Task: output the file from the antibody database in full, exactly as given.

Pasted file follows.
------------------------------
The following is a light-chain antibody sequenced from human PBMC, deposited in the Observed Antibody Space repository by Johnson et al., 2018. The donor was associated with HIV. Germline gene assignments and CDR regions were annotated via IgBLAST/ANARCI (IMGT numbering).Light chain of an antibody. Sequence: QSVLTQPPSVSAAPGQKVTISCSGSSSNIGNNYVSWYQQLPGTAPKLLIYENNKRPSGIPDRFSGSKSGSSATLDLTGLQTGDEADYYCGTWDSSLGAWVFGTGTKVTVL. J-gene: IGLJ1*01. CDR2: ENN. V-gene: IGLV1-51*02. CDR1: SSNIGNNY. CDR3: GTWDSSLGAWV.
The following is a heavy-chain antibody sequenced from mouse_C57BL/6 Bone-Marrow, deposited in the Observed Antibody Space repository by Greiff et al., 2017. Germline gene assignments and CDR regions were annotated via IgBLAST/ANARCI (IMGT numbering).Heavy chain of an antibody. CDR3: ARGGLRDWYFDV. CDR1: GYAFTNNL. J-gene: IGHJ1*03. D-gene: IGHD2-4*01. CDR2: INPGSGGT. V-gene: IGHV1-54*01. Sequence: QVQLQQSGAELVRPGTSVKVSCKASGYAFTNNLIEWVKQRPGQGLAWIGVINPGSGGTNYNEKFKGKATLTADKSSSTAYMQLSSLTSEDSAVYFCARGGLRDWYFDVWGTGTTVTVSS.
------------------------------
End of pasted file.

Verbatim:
The following is a light-chain antibody sequenced from human PBMC, deposited in the Observed Antibody Space repository by Johnson et al., 2018. The donor was associated with HIV. Germline gene assignments and CDR regions were annotated via IgBLAST/ANARCI (IMGT numbering).Light chain of an antibody. Sequence: QSVLTQPPSVSAAPGQKVTISCSGSSSNIGNNYVSWYQQLPGTAPKLLIYENNKRPSGIPDRFSGSKSGSSATLDLTGLQTGDEADYYCGTWDSSLGAWVFGTGTKVTVL. J-gene: IGLJ1*01. CDR2: ENN. V-gene: IGLV1-51*02. CDR1: SSNIGNNY. CDR3: GTWDSSLGAWV.
The following is a heavy-chain antibody sequenced from mouse_C57BL/6 Bone-Marrow, deposited in the Observed Antibody Space repository by Greiff et al., 2017. Germline gene assignments and CDR regions were annotated via IgBLAST/ANARCI (IMGT numbering).Heavy chain of an antibody. CDR3: ARGGLRDWYFDV. CDR1: GYAFTNNL. J-gene: IGHJ1*03. D-gene: IGHD2-4*01. CDR2: INPGSGGT. V-gene: IGHV1-54*01. Sequence: QVQLQQSGAELVRPGTSVKVSCKASGYAFTNNLIEWVKQRPGQGLAWIGVINPGSGGTNYNEKFKGKATLTADKSSSTAYMQLSSLTSEDSAVYFCARGGLRDWYFDVWGTGTTVTVSS.